Become a member and get exclusive access to articles, live sessions and more!
Start Your Free Trial

Middle Eastern Promise

From Cleveland to Qatar, trumpeter Dominick Farinacci preaches a jazz gospel of human understanding

In 2013, Farinacci and his quartet perform at the international Dukhan English School in Qatar
Hit-making producer Tommy LiPuma, now 80, has been a supporter of Farinacci since the trumpeter was a teenager

Taking the stage at the Philadelphia jazz club South on a steamy Wednesday evening in August, Dominick Farinacci offered the small crowd a tongue-in-cheek disclaimer: Brace yourselves, he warned, for a confusing blend of material over the course of his set. It might seem strange that the trumpeter and his quintet will follow a Horace Silver classic with a Tom Waits song, or a tango with a Middle Eastern-tinged original. But that eclecticism was the point. “I like to bridge different genres and generations,” he said.

As it turns out, that’s more than an explanation for Farinacci’s wide-ranging tastes; it’s a mission statement, one that he’s carried into the educational arena, from his hometown of Cleveland to the cities of the Arab world. Most of the music he performed that night in Philly came from Farinacci’s latest release, Short Stories (Mack Avenue), recorded at the Tommy LiPuma Center for Creative Arts with the involvement of more than 800 college, high school and middle school students. The album was in part inspired by Farinacci’s stint as the first-ever Global Ambassador to Jazz at Lincoln Center, during which he spent nearly two years in Doha, Qatar. Onstage, in a dry deadpan, he referred to that city as “the jazz capital of the world.”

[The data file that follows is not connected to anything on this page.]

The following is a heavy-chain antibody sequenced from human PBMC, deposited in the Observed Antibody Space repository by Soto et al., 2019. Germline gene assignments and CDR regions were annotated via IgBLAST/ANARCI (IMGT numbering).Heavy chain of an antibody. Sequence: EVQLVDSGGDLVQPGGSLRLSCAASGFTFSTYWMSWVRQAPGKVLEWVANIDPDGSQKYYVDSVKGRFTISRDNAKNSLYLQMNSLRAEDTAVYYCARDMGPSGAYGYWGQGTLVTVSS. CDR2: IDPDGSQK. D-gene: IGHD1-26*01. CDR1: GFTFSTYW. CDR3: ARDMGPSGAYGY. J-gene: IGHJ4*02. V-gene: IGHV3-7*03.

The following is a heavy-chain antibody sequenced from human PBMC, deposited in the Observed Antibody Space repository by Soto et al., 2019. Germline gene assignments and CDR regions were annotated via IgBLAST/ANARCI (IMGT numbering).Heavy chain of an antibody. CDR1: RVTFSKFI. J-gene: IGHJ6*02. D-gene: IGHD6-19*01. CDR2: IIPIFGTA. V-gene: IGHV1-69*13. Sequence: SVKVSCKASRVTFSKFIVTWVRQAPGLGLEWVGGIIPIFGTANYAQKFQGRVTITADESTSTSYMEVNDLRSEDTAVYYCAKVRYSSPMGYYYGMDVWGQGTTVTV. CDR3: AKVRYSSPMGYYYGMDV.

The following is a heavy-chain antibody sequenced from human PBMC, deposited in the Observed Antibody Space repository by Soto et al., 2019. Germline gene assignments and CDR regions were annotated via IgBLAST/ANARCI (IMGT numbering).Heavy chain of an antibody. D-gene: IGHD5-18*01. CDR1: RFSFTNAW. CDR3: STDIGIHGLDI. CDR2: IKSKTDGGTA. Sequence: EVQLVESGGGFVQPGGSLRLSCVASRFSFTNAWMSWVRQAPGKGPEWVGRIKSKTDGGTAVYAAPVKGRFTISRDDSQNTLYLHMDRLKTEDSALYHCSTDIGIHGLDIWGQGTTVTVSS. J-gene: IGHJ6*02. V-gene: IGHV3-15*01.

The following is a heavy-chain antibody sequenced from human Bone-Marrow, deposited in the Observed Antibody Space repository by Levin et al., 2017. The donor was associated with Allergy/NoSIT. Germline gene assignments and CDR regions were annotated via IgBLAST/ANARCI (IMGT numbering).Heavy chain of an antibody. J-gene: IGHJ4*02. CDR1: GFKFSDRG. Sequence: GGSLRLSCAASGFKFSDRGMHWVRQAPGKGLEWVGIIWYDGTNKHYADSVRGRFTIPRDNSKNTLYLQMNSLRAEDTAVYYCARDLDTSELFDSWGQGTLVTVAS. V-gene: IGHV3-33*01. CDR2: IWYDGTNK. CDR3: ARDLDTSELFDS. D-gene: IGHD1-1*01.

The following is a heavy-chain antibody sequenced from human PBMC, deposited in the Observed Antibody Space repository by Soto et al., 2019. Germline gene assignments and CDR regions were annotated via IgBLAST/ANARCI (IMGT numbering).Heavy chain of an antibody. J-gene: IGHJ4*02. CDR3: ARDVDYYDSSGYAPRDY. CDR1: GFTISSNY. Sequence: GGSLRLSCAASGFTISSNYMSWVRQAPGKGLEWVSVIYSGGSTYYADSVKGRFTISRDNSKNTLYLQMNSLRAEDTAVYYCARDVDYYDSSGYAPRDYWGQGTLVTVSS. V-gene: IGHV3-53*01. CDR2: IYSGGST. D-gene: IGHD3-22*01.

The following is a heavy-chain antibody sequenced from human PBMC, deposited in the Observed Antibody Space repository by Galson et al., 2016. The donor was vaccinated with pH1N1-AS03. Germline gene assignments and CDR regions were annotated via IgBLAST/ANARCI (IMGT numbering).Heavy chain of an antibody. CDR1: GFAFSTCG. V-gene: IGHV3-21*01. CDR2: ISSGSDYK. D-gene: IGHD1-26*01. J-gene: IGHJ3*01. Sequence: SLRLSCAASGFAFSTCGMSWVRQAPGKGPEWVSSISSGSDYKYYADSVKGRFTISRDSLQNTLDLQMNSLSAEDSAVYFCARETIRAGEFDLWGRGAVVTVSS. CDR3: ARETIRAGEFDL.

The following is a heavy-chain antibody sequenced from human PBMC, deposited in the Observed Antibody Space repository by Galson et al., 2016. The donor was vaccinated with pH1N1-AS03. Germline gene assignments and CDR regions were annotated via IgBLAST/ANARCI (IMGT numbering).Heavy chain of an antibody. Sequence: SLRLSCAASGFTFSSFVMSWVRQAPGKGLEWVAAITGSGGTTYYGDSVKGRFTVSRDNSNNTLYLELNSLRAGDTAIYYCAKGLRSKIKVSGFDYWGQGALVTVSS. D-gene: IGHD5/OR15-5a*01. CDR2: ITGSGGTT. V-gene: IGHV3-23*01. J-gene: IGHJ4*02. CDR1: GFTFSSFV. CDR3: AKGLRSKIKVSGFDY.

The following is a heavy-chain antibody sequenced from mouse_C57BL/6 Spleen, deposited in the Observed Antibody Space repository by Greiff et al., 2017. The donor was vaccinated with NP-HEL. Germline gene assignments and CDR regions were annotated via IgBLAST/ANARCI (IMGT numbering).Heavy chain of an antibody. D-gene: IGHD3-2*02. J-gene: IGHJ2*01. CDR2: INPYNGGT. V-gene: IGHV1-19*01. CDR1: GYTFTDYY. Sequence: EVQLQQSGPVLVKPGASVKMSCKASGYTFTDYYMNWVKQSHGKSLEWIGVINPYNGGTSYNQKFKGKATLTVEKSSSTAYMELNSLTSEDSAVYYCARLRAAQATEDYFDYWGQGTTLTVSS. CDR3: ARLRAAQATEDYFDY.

Start Your Free Trial to Continue Reading

Become a JazzTimes member to explore our complete archive of interviews, profiles, columns, and reviews written by music's best journalists and critics.
Originally Published